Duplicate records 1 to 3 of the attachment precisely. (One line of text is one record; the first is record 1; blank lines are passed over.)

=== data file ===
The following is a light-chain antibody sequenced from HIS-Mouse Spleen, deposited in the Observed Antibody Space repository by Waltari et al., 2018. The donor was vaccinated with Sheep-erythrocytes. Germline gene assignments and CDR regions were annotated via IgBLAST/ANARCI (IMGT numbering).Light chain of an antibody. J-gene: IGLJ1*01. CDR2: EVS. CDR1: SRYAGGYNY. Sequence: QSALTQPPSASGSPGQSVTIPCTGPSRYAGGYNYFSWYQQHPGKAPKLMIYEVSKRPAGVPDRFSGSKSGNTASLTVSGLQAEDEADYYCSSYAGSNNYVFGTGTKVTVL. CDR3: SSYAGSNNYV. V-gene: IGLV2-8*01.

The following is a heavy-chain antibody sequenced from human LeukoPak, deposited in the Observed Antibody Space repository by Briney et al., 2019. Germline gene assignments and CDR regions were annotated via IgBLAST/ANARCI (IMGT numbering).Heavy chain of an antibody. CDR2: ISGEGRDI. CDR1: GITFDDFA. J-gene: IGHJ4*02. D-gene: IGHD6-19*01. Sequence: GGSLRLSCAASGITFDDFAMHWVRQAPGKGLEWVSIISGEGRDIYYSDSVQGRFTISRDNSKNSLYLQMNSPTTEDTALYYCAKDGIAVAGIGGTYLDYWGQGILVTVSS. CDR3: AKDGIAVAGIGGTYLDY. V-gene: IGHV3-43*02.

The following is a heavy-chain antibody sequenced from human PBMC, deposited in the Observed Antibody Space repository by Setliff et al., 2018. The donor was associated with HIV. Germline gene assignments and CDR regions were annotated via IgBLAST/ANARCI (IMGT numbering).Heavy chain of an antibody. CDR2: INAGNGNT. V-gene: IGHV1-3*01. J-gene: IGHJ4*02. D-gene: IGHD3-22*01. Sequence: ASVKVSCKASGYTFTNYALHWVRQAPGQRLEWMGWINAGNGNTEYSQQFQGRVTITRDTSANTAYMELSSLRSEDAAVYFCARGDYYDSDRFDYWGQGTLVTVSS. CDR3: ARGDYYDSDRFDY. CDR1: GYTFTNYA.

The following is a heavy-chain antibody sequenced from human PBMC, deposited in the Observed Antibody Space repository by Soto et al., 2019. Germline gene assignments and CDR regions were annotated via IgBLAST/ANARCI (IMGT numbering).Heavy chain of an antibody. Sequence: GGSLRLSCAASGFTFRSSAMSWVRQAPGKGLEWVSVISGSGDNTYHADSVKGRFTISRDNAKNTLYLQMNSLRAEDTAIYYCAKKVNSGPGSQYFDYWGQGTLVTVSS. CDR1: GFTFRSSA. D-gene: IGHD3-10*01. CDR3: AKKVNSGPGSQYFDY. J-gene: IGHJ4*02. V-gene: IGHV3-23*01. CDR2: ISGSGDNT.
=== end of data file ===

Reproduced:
The following is a light-chain antibody sequenced from HIS-Mouse Spleen, deposited in the Observed Antibody Space repository by Waltari et al., 2018. The donor was vaccinated with Sheep-erythrocytes. Germline gene assignments and CDR regions were annotated via IgBLAST/ANARCI (IMGT numbering).Light chain of an antibody. J-gene: IGLJ1*01. CDR2: EVS. CDR1: SRYAGGYNY. Sequence: QSALTQPPSASGSPGQSVTIPCTGPSRYAGGYNYFSWYQQHPGKAPKLMIYEVSKRPAGVPDRFSGSKSGNTASLTVSGLQAEDEADYYCSSYAGSNNYVFGTGTKVTVL. CDR3: SSYAGSNNYV. V-gene: IGLV2-8*01.

The following is a heavy-chain antibody sequenced from human LeukoPak, deposited in the Observed Antibody Space repository by Briney et al., 2019. Germline gene assignments and CDR regions were annotated via IgBLAST/ANARCI (IMGT numbering).Heavy chain of an antibody. CDR2: ISGEGRDI. CDR1: GITFDDFA. J-gene: IGHJ4*02. D-gene: IGHD6-19*01. Sequence: GGSLRLSCAASGITFDDFAMHWVRQAPGKGLEWVSIISGEGRDIYYSDSVQGRFTISRDNSKNSLYLQMNSPTTEDTALYYCAKDGIAVAGIGGTYLDYWGQGILVTVSS. CDR3: AKDGIAVAGIGGTYLDY. V-gene: IGHV3-43*02.

The following is a heavy-chain antibody sequenced from human PBMC, deposited in the Observed Antibody Space repository by Setliff et al., 2018. The donor was associated with HIV. Germline gene assignments and CDR regions were annotated via IgBLAST/ANARCI (IMGT numbering).Heavy chain of an antibody. CDR2: INAGNGNT. V-gene: IGHV1-3*01. J-gene: IGHJ4*02. D-gene: IGHD3-22*01. Sequence: ASVKVSCKASGYTFTNYALHWVRQAPGQRLEWMGWINAGNGNTEYSQQFQGRVTITRDTSANTAYMELSSLRSEDAAVYFCARGDYYDSDRFDYWGQGTLVTVSS. CDR3: ARGDYYDSDRFDY. CDR1: GYTFTNYA.